CH: Sure. What a lot of people don’t know is that… We’ve got 150 people who worked on the Mass Effect game. When we get towards the end of the project, we get into the certification phase, and everything that we’ve ever wanted to do with the core game is actually finished. And now we just need to get it certified and put on the trucks and manufactured on discs and stuff. That takes three months or more. Three months or more for a team of 150 people, that equates to millions of dollars of development time. So we either would move on to the next game, which you might not see for several years, or we’re a multi-team studio, so they might move on to Dragon Age or The Old Republic. But we know that people really enjoyed the DLC for Mass Effect 2. So we wanted to start working on DLC.

GB: You finished it too early?

CH: We finished it too early. The team actually worked extra hard so that you would have the option of playing it in your first playthrough.

GB: Does it feel a little weird, though, to work on this for two or three years and then have the first thing that comes up be the DLC controversy?

CH: Well, I mean, it’s been a bumpy road throughout. We’ve had lots of interesting things happen through the course of development. And again, I think it just comes back to the fact that… There are lots of fans who are super excited, and understandably, they’re really worried about whether they’re going to get the full experience that they want and the ending that they want. And so we just need people to get to March 6 and be able to play it. Then they’ll realize that we’ve put our hearts and souls into making this game everything that the fans want it to be.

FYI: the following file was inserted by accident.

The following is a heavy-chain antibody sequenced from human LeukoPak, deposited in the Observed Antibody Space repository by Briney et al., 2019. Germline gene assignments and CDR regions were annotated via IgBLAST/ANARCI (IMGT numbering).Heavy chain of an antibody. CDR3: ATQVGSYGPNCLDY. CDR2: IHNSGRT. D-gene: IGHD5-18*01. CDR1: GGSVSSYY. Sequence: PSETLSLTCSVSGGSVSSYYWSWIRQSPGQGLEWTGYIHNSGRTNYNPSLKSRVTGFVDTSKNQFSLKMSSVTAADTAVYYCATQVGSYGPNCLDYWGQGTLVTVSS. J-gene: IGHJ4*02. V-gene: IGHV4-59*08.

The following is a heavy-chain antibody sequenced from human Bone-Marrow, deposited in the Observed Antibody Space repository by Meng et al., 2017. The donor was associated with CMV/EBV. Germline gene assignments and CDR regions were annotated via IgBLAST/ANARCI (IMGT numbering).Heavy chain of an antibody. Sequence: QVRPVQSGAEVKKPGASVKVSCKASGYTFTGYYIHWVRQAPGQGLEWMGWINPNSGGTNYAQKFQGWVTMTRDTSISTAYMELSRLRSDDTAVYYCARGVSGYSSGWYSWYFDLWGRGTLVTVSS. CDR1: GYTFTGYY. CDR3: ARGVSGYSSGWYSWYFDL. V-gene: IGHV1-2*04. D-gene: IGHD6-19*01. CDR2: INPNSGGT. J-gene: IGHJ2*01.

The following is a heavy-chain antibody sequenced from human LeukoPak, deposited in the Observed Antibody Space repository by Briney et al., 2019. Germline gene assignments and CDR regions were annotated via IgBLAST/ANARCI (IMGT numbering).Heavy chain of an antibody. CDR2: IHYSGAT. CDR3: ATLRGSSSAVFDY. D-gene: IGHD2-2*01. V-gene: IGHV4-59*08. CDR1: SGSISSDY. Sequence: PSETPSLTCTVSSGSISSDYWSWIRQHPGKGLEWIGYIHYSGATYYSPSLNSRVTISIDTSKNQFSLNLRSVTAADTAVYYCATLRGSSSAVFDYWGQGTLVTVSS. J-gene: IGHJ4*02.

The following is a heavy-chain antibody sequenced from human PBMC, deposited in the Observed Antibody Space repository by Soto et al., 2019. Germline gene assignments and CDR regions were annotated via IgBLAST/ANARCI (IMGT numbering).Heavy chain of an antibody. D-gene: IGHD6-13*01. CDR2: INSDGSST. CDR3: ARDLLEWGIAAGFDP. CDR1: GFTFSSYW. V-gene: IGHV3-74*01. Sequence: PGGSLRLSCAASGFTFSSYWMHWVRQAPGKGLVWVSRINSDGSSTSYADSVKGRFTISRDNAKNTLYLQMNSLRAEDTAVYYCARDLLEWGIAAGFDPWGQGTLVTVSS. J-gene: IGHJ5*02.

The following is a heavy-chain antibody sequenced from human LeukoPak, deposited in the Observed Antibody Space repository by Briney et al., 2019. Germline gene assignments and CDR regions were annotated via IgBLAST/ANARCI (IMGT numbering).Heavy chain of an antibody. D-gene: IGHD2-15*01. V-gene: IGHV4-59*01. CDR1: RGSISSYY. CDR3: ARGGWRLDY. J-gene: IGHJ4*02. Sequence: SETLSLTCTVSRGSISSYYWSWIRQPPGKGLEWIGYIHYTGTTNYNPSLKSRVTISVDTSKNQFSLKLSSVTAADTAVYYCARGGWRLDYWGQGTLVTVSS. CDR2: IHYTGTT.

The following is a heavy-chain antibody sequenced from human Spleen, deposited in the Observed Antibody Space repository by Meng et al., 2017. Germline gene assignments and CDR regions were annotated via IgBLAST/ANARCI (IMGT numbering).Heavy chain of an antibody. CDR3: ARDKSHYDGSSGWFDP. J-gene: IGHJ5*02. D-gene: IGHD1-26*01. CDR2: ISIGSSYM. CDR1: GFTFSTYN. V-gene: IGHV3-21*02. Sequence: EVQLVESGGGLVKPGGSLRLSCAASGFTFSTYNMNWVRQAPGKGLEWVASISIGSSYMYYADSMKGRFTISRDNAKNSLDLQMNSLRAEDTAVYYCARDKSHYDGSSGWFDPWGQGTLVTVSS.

GB: After it ships the conversation can shift to more interesting things.

CH: It’ll probably shift to something else, but I think there will be a lot more appreciation for the fact that we love games, we love the Mass Effect universe ourselves, and we love our fans. We want to make sure that they get what they want out of it.

GB: So are you guys the creators or the stewards of the franchise?

CH: Um… You know, at this point, I think we’re co-creators with the fans. We use a lot of feedback.

GB: Is there something that comes to mind there, examples of that, where fans made a difference in how it turned out?

CH: When we started the Mass Effect series, we had no way to tell how compelling our characters would be in terms of the emotions… Especially with the aliens, we didn’t know if they would be able to portray compelling human emotion. So we didn’t build the love interests into some of the alien characters like Garrus… He has the exoskeleton face and stuff like that. But because a character like Garrus just has great voice acting and animation, and a personality that’s really well-written, a lot of people wanted romances with him and with some of the other alien characters. So we decided to try that with Mass Effect 2 and that was very successful. They’re some of the most popular romances, people love those characters. That was a surprise to us, but we kind of had to finish Mass Effect one and then listen to some feedback before we tried incorporating that.